Weekend Reading – More dividend raises, Boomers not savvy, TFSA vs. RRSP and more #moneystuff

Weekend Reading – More dividend raises, Boomers not savvy, TFSA vs. RRSP and more #moneystuff

Welcome to my latest Weekend Reading edition – where I share some of my favourite articles from the week that was across the personal finance and investing blogosphere.

These were my posts from the past two weeks:

Here’s what you need to know about life insurance this year.

Here is an update on our financial goals for 2018 – including what we invested in so far this year.  One goal down, another huge goal to go.

The following link highlighted six BIG mistakes people make in retirement and/or planning for retirement.   This is what I’m doing to avoid those failures.

This was our January 2018 dividend income update – some nice raises for doing nothing this year!

Enjoy these articles!

CIBC increased their dividend this week.   Another nice raise to add to my 2018 list!  I have full confidence more Canadian bank dividend raises are coming next week…

GenY Money shared some Boomer parents are not investing-savvy.

Like Dividend Growth Investor, this is how I think, act and behave when it comes to my dividend investing journey:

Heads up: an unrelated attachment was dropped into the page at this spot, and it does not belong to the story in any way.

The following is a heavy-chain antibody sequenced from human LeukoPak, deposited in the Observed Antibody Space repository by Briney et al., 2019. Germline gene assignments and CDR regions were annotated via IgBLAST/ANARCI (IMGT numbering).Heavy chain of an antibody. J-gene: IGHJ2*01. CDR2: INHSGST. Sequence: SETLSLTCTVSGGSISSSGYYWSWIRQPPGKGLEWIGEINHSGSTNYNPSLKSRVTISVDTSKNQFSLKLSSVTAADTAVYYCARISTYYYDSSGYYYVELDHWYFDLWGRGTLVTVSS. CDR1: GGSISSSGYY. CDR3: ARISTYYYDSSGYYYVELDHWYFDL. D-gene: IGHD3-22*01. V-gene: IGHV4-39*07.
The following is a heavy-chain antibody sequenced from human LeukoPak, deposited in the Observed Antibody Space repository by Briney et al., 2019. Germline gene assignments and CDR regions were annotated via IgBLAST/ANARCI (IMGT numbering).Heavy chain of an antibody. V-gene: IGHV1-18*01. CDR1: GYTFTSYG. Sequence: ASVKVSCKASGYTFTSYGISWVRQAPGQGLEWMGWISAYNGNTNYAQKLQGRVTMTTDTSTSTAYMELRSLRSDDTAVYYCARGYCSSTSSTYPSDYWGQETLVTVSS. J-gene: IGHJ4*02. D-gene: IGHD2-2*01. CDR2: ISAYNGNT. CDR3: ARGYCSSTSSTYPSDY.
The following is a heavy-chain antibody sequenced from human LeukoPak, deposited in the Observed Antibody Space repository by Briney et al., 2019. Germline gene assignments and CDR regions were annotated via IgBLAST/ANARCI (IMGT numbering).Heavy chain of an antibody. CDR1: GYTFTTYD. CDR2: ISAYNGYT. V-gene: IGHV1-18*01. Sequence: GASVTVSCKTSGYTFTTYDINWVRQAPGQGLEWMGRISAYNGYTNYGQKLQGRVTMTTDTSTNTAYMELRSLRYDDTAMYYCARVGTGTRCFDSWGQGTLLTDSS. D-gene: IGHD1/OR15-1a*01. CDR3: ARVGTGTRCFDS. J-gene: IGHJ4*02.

1. I don’t focus on interest rates because I have no control over them. If you’re gonna worry about something in life, worry about things you can control.
  2. I don’t care or worry about short-term market changes. Why?   My investing time horizon is another 30-40 years.
  3. I don’t focus on the value of my portfolio very much. I care about the income derived from my portfolio instead because that’s the money I need to cover life’s expenses.

Dividend Earner shared what he believes is the ultimate TFSA or RRSP infographic.  It was well done.

Here is what I consider to be the linchpin in the TFSA vs. RRSP investing debate.  Never forget the RRSP-generated refund you get is really a government loan at your current tax rate.  Use that loan wisely!!

Andrew Coyne reminded investors to do – nothing – when it comes to the stock market.  I like that advice including this:  “The return of a world in which rates can sometimes rise, just as stock markets can sometimes fall — a world of risk, that is — is to be welcomed.

Want to invest in low-cost ETFs and buy your own buy-and-hold dividend paying stocks like I do?  These are the types of ETFs I invest in.

Now for other articles from my library…

These are my personal finance rules of thumb.

With “RRSP season” now here – it’s good time to review how to build a fat RRSP nest egg.

All the best and enjoy your weekend with family and friends.